After their divorce, Mansfield discovered she was pregnant. Since being an unwed mother would have endangered her career, Mansfield and Hargitay announced they were still married. Mariska Hargitay was born January 23, 1964, after the actual divorce, but before California ruled it valid.[213] Mariska later became an actress, best known for her role as Olivia Benson in Law & Order: Special Victims Unit. After her birth, Mansfield sued to get the Juarez divorce declared legal and won. The divorce was recognized in the United States on August 26, 1964.[214] A court decree in June 1967 made Hargitay Mickey, Zoltan, and Mariska's guardian, though they continued to live with their mother.[215] He married airline stewardess Ellen Siano in 1968.[216] She accompanied him to New Orleans when he went to pick up his three children after Mansfield’s death.[217] Shortly after her funeral, Hargitay sued his former wife's estate for more than $275,000 ($1.98 million in 2016 dollars)[2] to support the children he and his third (and last) wife, Ellen Siano, would raise,[214] but lost the suit.[218] Towards the end of her life, and some time after her divorce from Hargitay, Mansfield told her ex-husband, on a television talk show that she was sorry for all the trouble she had given him.[219]

Third marriage

Mansfield with attorney and boyfriend Sam Brody, Germany, 1967

Mansfield became involved with Matt Cimber (a.k.a. Matteo Ottaviano, né Thomas Vitale Ottaviano), an Italian-born film director, when he directed her in a stage production of Bus Stop in Yonkers, New York, costarring Hargitay.[220][221] She married him on September 24, 1964, in Mulegé, Baja California Sur, Mexico. The couple separated on July 11, 1965, and filed for divorce on July 20, 1966.[222] Cimber took over managing her career during their marriage, and guided her through a series of increasingly tawdry projects like Promises, Promises and The Las Vegas Hillbillys.[21] Mansfield's marriage to Cimber began to collapse in the wake of her alcohol abuse, open infidelities, and her disclosure to Cimber that she had been happy only with her former lover, Nelson Sardelli. Work on Mansfield's film, Single Room Furnished directed by Cimber (1966), was suspended.[223]

At the time, Mansfield had degenerated into alcoholism, drunken brawls, and performing at cheap burlesque shows.[61][160][224] By July 1966, she started living with her attorney, Sam Brody, who had frequent drunken brawls with her and mistreated her eldest daughter, Jayne Marie. Sam's wife, Beverly Brody, filed a divorce suit naming Mansfield the "41st other woman" in Sam's life.[26][225][226]. The couple had one son, Antonio Raphael Ottaviano (a.k.a. Tony Cimber, born October 18, 1965). Cimber, and his third wife dress designer Christy Hilliard Hanak, whom he married on December 2, 1967, raised Tony, Mansfield's youngest child.[26][225][226] Cimber later worked as an announcer for Married... with Children and a producer for Gorgeous Ladies of Wrestling.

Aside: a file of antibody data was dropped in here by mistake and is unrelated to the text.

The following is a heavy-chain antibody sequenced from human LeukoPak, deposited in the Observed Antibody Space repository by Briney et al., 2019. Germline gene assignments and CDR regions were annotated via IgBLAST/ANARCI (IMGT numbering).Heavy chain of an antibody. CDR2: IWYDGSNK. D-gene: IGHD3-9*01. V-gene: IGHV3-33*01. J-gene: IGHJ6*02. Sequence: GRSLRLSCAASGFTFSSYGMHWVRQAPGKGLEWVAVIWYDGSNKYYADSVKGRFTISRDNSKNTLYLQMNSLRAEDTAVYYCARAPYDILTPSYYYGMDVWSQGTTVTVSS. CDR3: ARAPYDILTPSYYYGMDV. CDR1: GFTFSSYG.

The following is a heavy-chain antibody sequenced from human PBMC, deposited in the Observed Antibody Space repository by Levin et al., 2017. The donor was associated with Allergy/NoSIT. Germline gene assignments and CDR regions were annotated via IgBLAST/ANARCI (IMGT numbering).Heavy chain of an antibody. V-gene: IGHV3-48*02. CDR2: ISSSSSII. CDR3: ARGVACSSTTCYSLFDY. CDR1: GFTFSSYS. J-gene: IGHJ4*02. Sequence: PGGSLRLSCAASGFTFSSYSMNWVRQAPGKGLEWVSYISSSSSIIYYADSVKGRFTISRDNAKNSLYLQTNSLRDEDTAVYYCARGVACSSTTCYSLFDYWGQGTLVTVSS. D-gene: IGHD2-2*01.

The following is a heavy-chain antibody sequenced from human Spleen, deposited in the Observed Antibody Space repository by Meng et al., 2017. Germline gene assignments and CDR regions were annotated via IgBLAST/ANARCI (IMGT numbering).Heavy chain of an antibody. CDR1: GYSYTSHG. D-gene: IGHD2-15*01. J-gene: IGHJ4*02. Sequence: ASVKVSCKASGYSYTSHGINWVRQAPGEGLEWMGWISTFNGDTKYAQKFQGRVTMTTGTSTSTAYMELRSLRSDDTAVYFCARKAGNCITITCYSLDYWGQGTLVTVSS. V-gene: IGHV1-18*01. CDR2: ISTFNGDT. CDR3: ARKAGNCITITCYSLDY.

Image

Mansfield was a major Hollywood sex symbol of the 1950s and early 1960s and 20th Century Fox's alternative to Marilyn Monroe. She came to be known as the "Working Man's Monroe".[60][61] She was one of Hollywood's original blonde bombshells,[227] and, although many people have never seen her movies,[228] Mansfield remains one of the most recognizable icons of 1950s celebrity culture.[228]

According to Hollywood historian and biographer James Parish, Mansfield's hourglass figure (she claimed dimensions of 40–21–35), unique sashaying walk, breathy baby talk, and cleavage-revealing costumes made a lasting impact on popular culture.[26] Hollywood historian Andrew Nelson said that she was seen as Hollywood's gaudiest, boldest, D-cupped, B-grade actress from 1955 until the early 1960s.[61]

Frequent references have been made to Mansfield's very high IQ, which she claimed was 163.[229] In addition to English, she spoke four other languages. She learned French, Spanish, and German in high school, and in 1963 she studied Italian.[230] Reputed to be Hollywood's "smartest dumb blonde," she later complained that the public did not care about her brains saying: "They're more interested in 40–21–35."[61][23]

Blonde

A natural brunette, Mansfield had her hair bleached, and colored platinum blonde when she moved to Los Angeles,[231] and became one of the early "blonde bombshells," along with Marilyn Monroe, Betty Grable and Mamie Van Doren.[232][233][234][235] In 1958, she also had her eyebrows dyed platinum.[236] Following Jean Harlow (who started the trend with her film Bombshell),[237][238] Monroe, Mansfield, Van Doren and Diana Dors helped establish the stereotype typified by a combination of curvaceous physique, very light-colored hair, and a perceived lack of intelligence.[239] A review of English-language tabloids shows it to be one of the most persistent blonde stereotypes—along with busty blonde, and blonde babe.[240]